The soul cannot thrive in the absence of a garden.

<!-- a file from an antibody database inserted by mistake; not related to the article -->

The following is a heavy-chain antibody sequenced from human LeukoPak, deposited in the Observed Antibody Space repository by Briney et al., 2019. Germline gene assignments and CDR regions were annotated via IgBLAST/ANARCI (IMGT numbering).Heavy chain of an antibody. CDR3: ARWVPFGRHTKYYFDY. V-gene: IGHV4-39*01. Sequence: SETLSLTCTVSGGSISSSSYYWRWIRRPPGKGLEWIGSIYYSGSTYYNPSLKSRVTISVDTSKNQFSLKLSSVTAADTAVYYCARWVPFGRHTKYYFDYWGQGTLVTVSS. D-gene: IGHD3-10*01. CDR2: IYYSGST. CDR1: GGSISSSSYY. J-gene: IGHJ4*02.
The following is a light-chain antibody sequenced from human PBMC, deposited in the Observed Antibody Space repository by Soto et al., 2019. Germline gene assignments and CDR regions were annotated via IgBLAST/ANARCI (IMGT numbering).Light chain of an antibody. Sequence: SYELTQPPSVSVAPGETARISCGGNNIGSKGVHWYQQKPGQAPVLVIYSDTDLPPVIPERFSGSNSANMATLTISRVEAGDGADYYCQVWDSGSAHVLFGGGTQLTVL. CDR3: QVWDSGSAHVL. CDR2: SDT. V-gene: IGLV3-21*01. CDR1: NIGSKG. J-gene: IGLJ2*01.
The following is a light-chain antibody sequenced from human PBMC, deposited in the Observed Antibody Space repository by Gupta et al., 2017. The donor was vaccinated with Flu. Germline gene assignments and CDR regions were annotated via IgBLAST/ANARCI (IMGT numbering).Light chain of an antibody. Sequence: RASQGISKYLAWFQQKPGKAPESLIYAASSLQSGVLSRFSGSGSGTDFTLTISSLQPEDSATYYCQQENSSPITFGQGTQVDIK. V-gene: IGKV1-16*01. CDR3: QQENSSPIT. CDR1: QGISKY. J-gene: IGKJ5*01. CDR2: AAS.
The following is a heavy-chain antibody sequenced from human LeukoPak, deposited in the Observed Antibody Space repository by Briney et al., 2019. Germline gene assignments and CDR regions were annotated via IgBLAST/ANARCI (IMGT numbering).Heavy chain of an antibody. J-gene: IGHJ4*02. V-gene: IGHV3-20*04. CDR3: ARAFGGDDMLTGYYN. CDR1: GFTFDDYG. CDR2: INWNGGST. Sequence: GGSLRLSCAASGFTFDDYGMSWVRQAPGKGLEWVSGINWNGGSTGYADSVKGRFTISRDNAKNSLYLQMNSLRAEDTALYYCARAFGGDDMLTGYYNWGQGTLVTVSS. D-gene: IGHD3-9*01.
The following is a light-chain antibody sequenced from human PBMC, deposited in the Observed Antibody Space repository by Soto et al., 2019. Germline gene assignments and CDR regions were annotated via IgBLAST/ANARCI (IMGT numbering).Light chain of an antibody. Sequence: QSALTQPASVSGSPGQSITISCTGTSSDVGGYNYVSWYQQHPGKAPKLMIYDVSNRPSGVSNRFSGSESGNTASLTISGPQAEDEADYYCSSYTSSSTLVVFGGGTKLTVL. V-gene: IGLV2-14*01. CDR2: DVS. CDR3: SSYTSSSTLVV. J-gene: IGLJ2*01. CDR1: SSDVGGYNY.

I feel at peace, puttering in my garden. Dead heading petunias and pulling weeds from the earth. So far, everything is lush and green. The rain has been good for the day lilies and hostas, and the leafing dogwoods, and maple trees. Even the herb garden is coming back to life and when I stir the soil I can smell fresh mint leaves. When we first moved into our home, this garden was mostly bare except for straggly weeds and a small collection of lilies of the valley, ferns and a dying strawberry patch. Over the years this garden has evolved and has become a bit of fairyland with its huge hostas and tall green ferns and large groupings of lilies. I even love the ivy carpeting the back garden where the maple tree stands and the sand cherry trees are beginning to flower. A pretty pergola, built by my husband;stands in the middle, with purple blooms growing along the wood pillars, and behind it stands our side garden, with its large locust and cedar trees. A dogwood we found on the side of a highway, sits with its red limbs outstretched, circling our stone birth bath. Often birds will hop from a thin branch right into the birdbath, feeling safe surrounded by its coverage. The garden is a healing place, especially when it wakes up in the spring and we can witness the miracle of all things born again. It somehow feels like an extension of our own soul.